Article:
Hastings v. The United States Postal Service et al

Filing 25

ORDER granting 21 Defendants' Motion to Dismiss Second Amended Complaint. Plaintiffs claim against the Postal Service is dismissed with prejudice and without leave to amend. Plaintiffs claim against the United States is dismissed with prejudice and without leave to amend. Signed by Judge Jeffrey T. Miller on 10/02/2017. (jpp)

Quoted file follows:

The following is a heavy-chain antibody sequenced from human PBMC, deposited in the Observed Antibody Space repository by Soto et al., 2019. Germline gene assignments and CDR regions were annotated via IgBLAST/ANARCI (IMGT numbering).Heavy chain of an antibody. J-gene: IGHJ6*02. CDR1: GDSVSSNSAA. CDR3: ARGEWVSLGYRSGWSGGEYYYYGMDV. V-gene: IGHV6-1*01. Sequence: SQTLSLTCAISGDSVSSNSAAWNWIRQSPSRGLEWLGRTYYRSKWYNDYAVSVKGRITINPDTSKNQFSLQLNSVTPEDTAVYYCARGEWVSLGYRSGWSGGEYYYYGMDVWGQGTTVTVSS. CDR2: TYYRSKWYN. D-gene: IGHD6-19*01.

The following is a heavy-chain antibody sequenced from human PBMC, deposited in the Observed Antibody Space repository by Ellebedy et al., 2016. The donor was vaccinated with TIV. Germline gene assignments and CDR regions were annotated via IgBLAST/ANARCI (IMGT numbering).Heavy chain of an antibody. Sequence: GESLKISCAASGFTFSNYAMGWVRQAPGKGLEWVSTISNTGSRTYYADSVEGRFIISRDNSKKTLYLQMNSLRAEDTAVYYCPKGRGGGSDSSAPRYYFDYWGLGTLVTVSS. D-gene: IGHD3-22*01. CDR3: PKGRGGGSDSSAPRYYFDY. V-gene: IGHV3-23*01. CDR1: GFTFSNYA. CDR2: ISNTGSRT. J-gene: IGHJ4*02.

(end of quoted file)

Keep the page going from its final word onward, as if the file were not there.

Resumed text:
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1 2 3 4 5 6 7 8 UNITED STATES DISTRICT COURT 9 SOUTHERN DISTRICT OF CALIFORNIA 10 11 Case No.: 16cv1259 JM (JLB) WENDY HASTINGS, Plaintiff, 12 13 14 ORDER GRANTING DEFENDANTS’ MOTION TO DISMISS SECOND AMENDED COMPLAINT v. THE UNITED STATES POSTAL SERVICE and THE UNITED STATES OF AMERICA, 15 16 Defendants. 17 18 19 The United States Postal Service (“the Postal Service”) and the United States of 20 America (“the United States”) (collectively, “Defendants”) move to dismiss Plaintiff 21 Wendy Hastings’ second amended complaint (“SAC”) for lack of subject matter 22 jurisdiction and failure to state a claim. (Doc. No. 19.) Plaintiff opposes the motion. The 23 court finds the matter suitable for decision without oral argument pursuant to Civil Local 24 Rule 7.1(d)(1) and, for the following reasons, grants Defendants’ motion. 25 BACKGROUND 26 On September 15, 2015, Plaintiff fell while visiting a San Diego post office, 27 fracturing her kneecap and arm. (See generally Doc. No. 8.) About two months later, 28 pursuant to the Federal Tort Claims Act (“FTCA”), Plaintiff filed an administrative claim 1 16cv1259 JM (JLB) 1 with the Postal Service for injuries incurred as a result of that fall. (See id. at 3, ¶ 9.) On 2 April 27, 2016, the Postal Service denied her claim.1 (See Doc. No. 10-3 at 6–7.) On 3 May 26, 2016, Plaintiff initiated this action, filing a complaint (“the original complaint”), 4 again pursuant to the FTCA, against the Postal Service. (Doc. No. 1.) Plaintiff did not 5 name the United States as a defendant in the original complaint. (See id. at ¶ 3.) Plaintiff 6 served the Postal Service, (see Doc. No. 5), but there is no record on the docket, or 7 allegations in the SAC, that either the United States Attorney’s Office or Attorney General 8 received personally delivered, hand delivered, or physically mailed process (i.e., the 9 original complaint and summons). While the United States Attorney’s Office received an 10 automatic, court-generated notice of electronic filing (“NEF”)2 for both the original 11 complaint and summons,3 the Attorney General did not receive an NEF for either. 12 On May 8, 2017, the Postal Service moved to dismiss the original complaint for lack 13 of subject matter jurisdiction. Four days later, Plaintiff filed her first amended complaint 14 (“FAC”), adding the United States as a defendant for the first time. (See Doc. No. 8.) In 15 response, Defendants moved to dismiss the FAC for lack of subject matter jurisdiction and 16 failure to state a claim. (See Doc. No. 10.) The court granted Defendants’ motion. (Doc. 17 No. 18.) The court dismissed Plaintiff’s claim against the Postal Service, with prejudice, 18 for lack of jurisdiction. (Id.) The court also dismissed Plaintiff’s claim against the United 19 States as untimely, but gave Plaintiff leave to amend only if she could “plausibly allege 20 that she mailed or delivered process on either the United States Attorney or the Attorney 21 General in accordance with Rule 15(c)(2) and the principles laid out in this order.” (Id. at 22 23 24 25 26 27 28                                                                   1 Pursuant to Federal Rule of Evidence 201, the court grants Defendants’ request for judicial notice of the letter issued by the Postal Service denying Plaintiff’s administrative tort claim. (Doc. No. 21-2.) 2 An NEF is an email giving notice of the electronic filing; it is not the actual filed document. Instead, the party receiving the email may download the filed document from a link contained in the email. 3 The court grants Plaintiff’s request for judicial notice of the NEFs and case docket. (Doc. No. 22-1.) 2 16cv1259 JM (JLB) 1 10.) The court’s July 10, 2017 order (“July 10 Order”) discussed in detail why Rule 2 15(c)(2) cannot be satisfied by means of an NEF. 3 On July 20, 2017, Plaintiff filed the SAC. (Doc. No. 19.) Two weeks later, 4 Defendants filed the instant motion to dismiss the SAC for lack of subject matter 5 jurisdiction and failure to state a claim. (Doc. No. 21.) 6 LEGAL STANDARDS 7 Defendants move to dismiss the SAC under two different provisions of Federal Rule 8 of Civil Procedure 12. 9 I. Rule 12(b)(1) – Lack of Subject Matter Jurisdiction 10 Federal courts are courts of limited jurisdiction. “Without jurisdiction the court 11 cannot proceed at all in any cause. Jurisdiction is power to declare the law, and when it 12 ceases to exist, the only function remaining to the court is that of announcing the fact and 13 dismissing the cause.” Steel Co. v. Citizens for a Better Env’t, 523 U.S. 83, 94 (1998). A 14 party may make either a facial or factual attack on subject matter jurisdiction. See, e.g., 15 Warren v. Fox Family Worldwide, Inc., 328 F.3d 1136, 1139 (9th Cir. 2003). In resolving 16 a facial challenge, as Defendants make here, the court considers whether “the allegations 17 contained in [the] complaint are insufficient on their face to invoke federal jurisdiction.” 18 Safe Air for Everyone v. Meyer, 373 F.3d 1035, 1039 (9th Cir. 2004). The court must 19 accept the allegations as true and must draw all reasonable inferences in Plaintiff’s favor, 20 Wolfe v. Strankman, 392 F.3d 358, 362 (9th Cir. 2004), but ultimately, as the party putting 21 the claims before the court, Plaintiff bears the burden of establishing jurisdiction, 22 Kokkonen v. Guardian Life Ins. Co. of Am., 511 U.S. 375, 377 (1994). 23 II. Rule 12(b)(6) – Failure to State a Claim 24 A motion to dismiss under Federal Rule of Civil Procedure 12(b)(6) challenges the 25 legal sufficiency of the pleadings. To overcome such a motion, the complaint must contain 26 “enough facts to state a claim to relief that is plausible on its face.” Bell Atl. Corp. v. 27 Twombly, 550 U.S. 544, 570 (2007). “A claim has facial plausibility when the plaintiff 28 pleads factual content that allows the court to draw the reasonable inference that 3 16cv1259 JM (JLB) 1 the defendant is liable for the misconduct alleged.” Ashcroft v. Iqbal, 556 U.S. 662, 678 2 (2009). Facts merely consistent with a defendant’s liability are insufficient to survive a 3 motion to dismiss because they establish only that the allegations are possible rather than 4 plausible. Id. at 678–79. The court must accept as true the facts alleged in a well-pled 5 complaint, but mere legal conclusions are not entitled to an assumption of truth. Id. The 6 court must construe the pleading in the light most favorable to the non-moving 7 party. Concha v. London, 62 F.3d 1493, 1500 (9th Cir. 1995). 8 DISCUSSION 9 The court will first address Plaintiff’s claim against the Postal Service before turning 10 to her claim against the United States. 11 I. Plaintiff’s Claim Against the Postal Service 12 The United States is the only proper defendant in an action brought under the FTCA. 13 See 28 U.S.C. § 2679(a)–(b)(1). Federal agencies, such as the Postal Service, are not 14 subject to suit under the FTCA. See id.; Kennedy v. United States Postal Serv., 145 F.3d 15 1077, 1078 (9th Cir. 1998) (“Because the United States is the only proper party defendant 16 in an FTCA action, the district court correctly dismissed [the] complaint as improperly 17 filed against the Postal Service . . . .”); Allen v. Veterans Admin., 749 F.2d 1386, 1388 (9th 18 Cir. 1984) (“Individual agencies of the United States may not be sued [under the FTCA].”) 19 Accordingly, in its July 10 Order, the court dismissed Plaintiff’s claim against the Postal 20 Service with prejudice. (Doc. No. 18.) Nevertheless, Plaintiff once again listed the Postal 21 Service as a defendant in the caption of her SAC, (Doc. No. 19), despite noting that it is 22 “the wrong defendant.” (Doc. No. 22 at 4.) Therefore, the court will again dismiss 23 Plaintiff’s claim against the Postal Service, with prejudice, for lack of jurisdiction. 24 II. Plaintiff’s Claim Against the United States 25 Defendants argue that, as in her FAC, Plaintiff’s SAC claim against the United States 26 is time-barred because: (1) the six-month limitations period to bring suit against the United 27 States expired before Plaintiff filed the SAC, and (2) the SAC does not relate back to the 28 original complaint. As before, the court agrees in both respects. 4 16cv1259 JM (JLB) 1 A. 2 Under the FTCA, when a federal agency denies an administrative claim, a claimant 3 must file suit within six months from the date the agency mailed notice of final denial of 4 the claim. See 28 U.S.C.S. § 2401(b); Adams v. United States, 658 F.3d 928, 933 (9th Cir. 5 2011). The Postal Service mailed the letter denying Plaintiff’s claim on April 27, 2016; 6 accordingly, Plaintiff had until October 27, 2016, to file suit against the United States (the 7 only proper defendant, as discussed above). Plaintiff missed the deadline by over eight 8 months. Plaintiff filed the SAC, which named the United States as a defendant, on 9 July 20, 2017. (Doc. No. 19.) Therefore, unless the SAC relates back to the original 10 11 12 Plaintiff Filed the SAC Too Late complaint, Plaintiff’s FTCA claim against the United States is now time-barred. B. The SAC Does Not Relate Back 1. The Rules on Relation Back 13 Federal Rule of Civil Procedure 15(c) allows a plaintiff to amend a complaint, “after 14 a statute of limitations period has run, to accurately name a defendant who was not correctly 15 named in the pleading before the limitation period had run.” See G.F. Co. v. Pan Ocean 16 Shipping Co., 23 F.3d 1498, 1501 (9th Cir. 1994). Generally, an amendment seeking to 17 change a party “relates back” to the original pleading if the amendment asserts a claim that 18 arose out of the conduct, transaction, or occurrence set out in the original pleading and, 19 “within the time period provided by Rule 4(m) for serving the summons and complaint [90 20 days], the party to be brought in by amendment: (i) received notice of the action that it will 21 not be prejudiced in defending on the merits; and (ii) knew or should have known that the 22 action would have been brought against it, but for a mistake concerning the proper party’s 23 identity.” Fed. R. Civ. P. 15(c)(1)(C)(i)–(ii). This is often referred to as the “general notice 24 provision.” See Miles v. Dep’t of the Army, 881 F.2d 777, 781 (9th Cir. 1989). 25 When a plaintiff seeks to add the United States as a defendant, however, an amended 26 complaint will relate back to the original complaint if the plaintiff satisfies the so-called 27 “government notice provision” set forth in Rule 15(c)(2). 28 provision provides that when the United States is added as a defendant by amendment, That government notice 5 16cv1259 JM (JLB) 1 subdivisions (i) and (ii) of the general notice provision are satisfied if, “during the stated 2 period, process was delivered or mailed to the United States attorney or the United States 3 attorney’s designee, to the Attorney General of the United States, or to the officer or 4 agency.” Fed. R. Civ. P. 15(c)(2) (emphasis added). 5 2. 6 Analysis a. The Parties’ Position 7 Plaintiff’s claim against the United States arose out of the occurrence set out in her 8 original complaint. At issue is the matter of notice. Defendants argue that Plaintiff still 9 cannot satisfy the government notice provision.4 In her opposition, Plaintiff does not claim 10 that the United States Attorney’s Office received notice by delivery or mail in compliance 11 with Rule 15(c)(2), as analyzed in the July 10 Order, within the time permitted.5 Instead, 12 Plaintiff makes another attempt at arguing that an NEF, sent by the court to an email 13 account maintained by the United States Attorney’s Office, constitutes “process” that is 14 “delivered” or “mailed” as the terms are used in Rule 15(c)(2). In reply, Defendants 15 contend that Plaintiff “cites no controlling case law that compels or even advocates the 16 conclusion that an NEF satisfies the government notice provision.” Defendants also argue 17 18                                                                   19 4 20 21 22 23 24 25 26 27 28 Plaintiff does not argue that she satisfied the general notice provision because, under Ninth Circuit authority, it requires that both the United States Attorney and the Attorney General receive notice during the statutory period. See Miles, 881 F.2d at 782 (stating that “a plaintiff may substitute the United States as a defendant after the expiration of the statute of limitations only if both the U.S. Attorney and the Attorney General received notice prior to the running of the statutory period”); Allen, 749 F.2d at 1390 (“Only if the United States Attorney and the Attorney General receive notice of the suit prior to the running of the statute of limitations will a plaintiff be allowed to substitute the United States as a defendant under Rule 15(c).”). Here, Plaintiff does not allege that the Attorney General received any notice of the original complaint, via an NEF or otherwise. 5 The court reiterates the point made in its July 10 Order that although Plaintiff served the original complaint on the Postal Service, that service does not satisfy Rule 15(c)(2) under Ninth Circuit precedent. See Williams v. United States, 711 F.2d 893, 898 (9th Cir. 1983) (“However, we will not impute the knowledge of a government agency to the U.S. Attorney or the U.S. Attorney General.”). 6 16cv1259 JM (JLB) 1 that Plaintiff’s SAC is an “improper attempt to relitigate the same facts and issue previously 2 decided” by the court. 3 b. The Court’s View 4 In its July 10 Order, the court explained in detail why the government notice 5 provision of Rule 15(c)(2) cannot be satisfied by means of an NEF. (See Doc. No. 18.) 6 The court reached its conclusion based on the plain text of Rule 15(c)(2), its contrast with 7 Rule 5, and the Advisory Committee’s guidance. The court also considered how finding 8 that an NEF constitutes mail or delivery of process would broaden the FTCA’s limited 9 waiver of sovereign immunity. Plaintiff, in both her SAC and opposition to the instant 10 motion, disregards the court’s July 10 Order. 11 The general notice provision and the government notice provision are two distinct 12 parts of Rule 15(c). As such, the Advisory Committee Notes and case law on the general 13 notice provision do not necessarily apply to the government notice provision. 14 Nevertheless, Plaintiff relies on the Advisory Committee’s comment that notice under the 15 general notice provision “need not be formal” to support her use of an NEF to provide the 16 government with notice of her FTCA claim. However, as Defendants point out, doing so 17 ignores the very next sentence in the Advisory Committee Notes, which specifies that the 18 government notice provision is satisfied “when the government has been notified in the 19 manner described (see [current Rule 4(i)(1)–(2)]).” 20 Committee’s Notes to 1966 Amendment, 39 F.R.D. 69, 83 (1966). Therefore, case law on 21 the general notice provision that Plaintiff cites in support of informal notice under the 22 government notice provision is unpersuasive. Fed. R. Civ. P. 15 Advisory 23 Regarding the terms of the government notice provision, the Ninth Circuit instructs 24 that “Rule 15(c) is to be interpreted literally.” Miles, 881 F.2d at 782. Doing so led to the 25 court’s earlier determination that the terms “process,” “delivered,” and “mailed” in Rule 26 15(c)(2) suggest that a copy of the complaint and summons must be personally or hand 27 delivered, or put in the U.S. Mail. Plaintiff instead looks to an unpublished Tenth Circuit 28 decision to support a more liberal interpretation of the government notice provision. See 7 16cv1259 JM (JLB) 1 Herman v. Utah Nat. Guard, 1991 WL 50203, *2–3 (10th Cir. 1991) (concluding that notice 2 by facsimile satisfies the government notice provision). As noted by Defendants, the Tenth 3 Circuit expressly stated that its decision in Herman “has no precedential value and shall 4 not be cited” except in situations not present here. Id. Plaintiff offers no reason why a 5 district court within the Ninth Circuit should follow an out-of-circuit case without 6 precedential value, and the court finds none. In sum, the court’s ruling in Herman does not 7 aid Plaintiff because it runs contrary to Ninth Circuit authority and is not even controlling 8 within its own circuit. 9 The two Ninth Circuit cases relied upon by Plaintiff that address the government 10 notice provision are distinguishable from this case because they present situations in which 11 the defendant received process by delivery or mail. Plaintiff focuses on the fact that the 12 plaintiff did not directly deliver or mail process to the United States Attorney to satisfy 13 Rule 15(c)(2). See Miles, 881 F.2d at 782; Batchelder v. United States, 902 F.2d 38 at n.1 14 (9th Cir. 1990). However, in Miles, “process was indeed mailed to the U.S. Attorney,” 15 even though the plaintiff did not mail the process himself. Miles, 881 F.2d at 782 16 (emphasis added). That mailing of process to the United States Attorney was “consistent 17 with a literal reading” of Rule 15(c)(2). Id. In Batchelder,6 the plaintiff alleged that the 18 United States Attorney’s Office “had possession of the original summons and complaint” 19 before the expiration of the statutory period. Batchelder, 902 F.2d at *2 (emphasis added). 20 As a result, the Ninth Circuit remanded the case to the district court to determine whether 21 that allegation was true. Id. at *3. Here, in contrast, Plaintiff makes no allegation that the 22 United States Attorney’s Office received process by delivery or mail. She relies solely on 23 the NEF. An NEF does not constitute delivery or mailing of process as contemplated in 24 Rule 15(c)(2). Therefore, she has not met the requirements of the government notice 25 26                                                                   27 6 28 As Defendants note, Batchelder is an unpublished disposition issued before January 1, 2007. As such, under Ninth Circuit Rule 36-3(c), it cannot be cited to the courts in this circuit excepted under circumstances not present in this case. 9th Cir. R. 36-3. 8 16cv1259 JM (JLB) 1 provision and her SAC does not relate back to her original complaint. 2 Lastly, Plaintiff does not offer any compelling reason to broaden the scope of the 3 government notice provision in the relation back doctrine, which would in turn broaden the 4 FTCA’s limited waiver of sovereign immunity in a manner contrary to Supreme Court and 5 Ninth Circuit authority. See United States v. Kubrick, 444 U.S. 111, 117–18 (1979) (“We 6 should also have in mind that the [FTCA] waives the immunity of the United States and 7 that in construing the statute of limitations, which is a condition of that waiver, we should 8 not take it upon ourselves to extend the waiver beyond that which Congress intended.”); 9 Eno v. Jewell, 798 F.3d 1245, 1252 (9th Cir. 2015) (stating that the Ninth Circuit “strictly 10 construe[s] waivers of sovereign immunity”). Plaintiff asserts that if Congress intended to 11 limit the government notice provision to comply with Rule 4, “the Rule [15(c)(2)] would 12 so state.” (Doc. No. 22 at 9.) The Advisory Committee Notes do just that. Fed. R. Civ. P. 13 15 Advisory Committee’s Notes to 1966 Amendment, 39 F.R.D. 69, 83 (1966) (specifying 14 that the government notice provision is satisfied “when the government has been notified 15 in the manner described (see [current Rule 4(i)(1)–(2)])”). The court declines to broaden 16 the government notice provision in a manner contrary to the plain text of the rule, the 17 Advisory Committee’s guidance, and Supreme Court and Ninth Circuit authority on 18 sovereign immunity. 19 In sum, Plaintiff uses her SAC, not as a means to allege additional facts, but to 20 relitigate issues the court already decided in its July 10 Order. Consequently, the court 21 reaches the same conclusion as before. An NEF does not satisfy the government notice 22 provision. Because Plaintiff has not alleged that she provided the United States Attorney 23 with any form of notice apart from the NEF within the applicable time period, the SAC 24 does not relate back to the original complaint, and the court must grant Defendants’ motion. 25 Plaintiff has already been given the opportunity to allege additional facts that would 26 demonstrate that the United States Attorney or Attorney General received process by 27 delivery or mail, but from the content of her SAC it is apparent that Plaintiff cannot do so. 28 Therefore, Plaintiff’s claim against the United States is dismissed with prejudice. 9 16cv1259 JM (JLB) 1 CONCLUSION 2 For the foregoing reasons, the court grants Defendants’ motion. Plaintiff’s claim 3 against the Postal Service is dismissed with prejudice and without leave to amend. 4 Plaintiff’s claim against the United States is dismissed with prejudice and without leave to 5 amend. The Clerk of Court is directed to close the file. 6 7 8 IT IS SO ORDERED. DATED: October 2, 2017 JEFFREY T. MILLER United States District Judge 9 10 11 12 13 14 15 16 17 18 19 20 21 22 23 24 25 26 27 28 10 16cv1259 JM (JLB)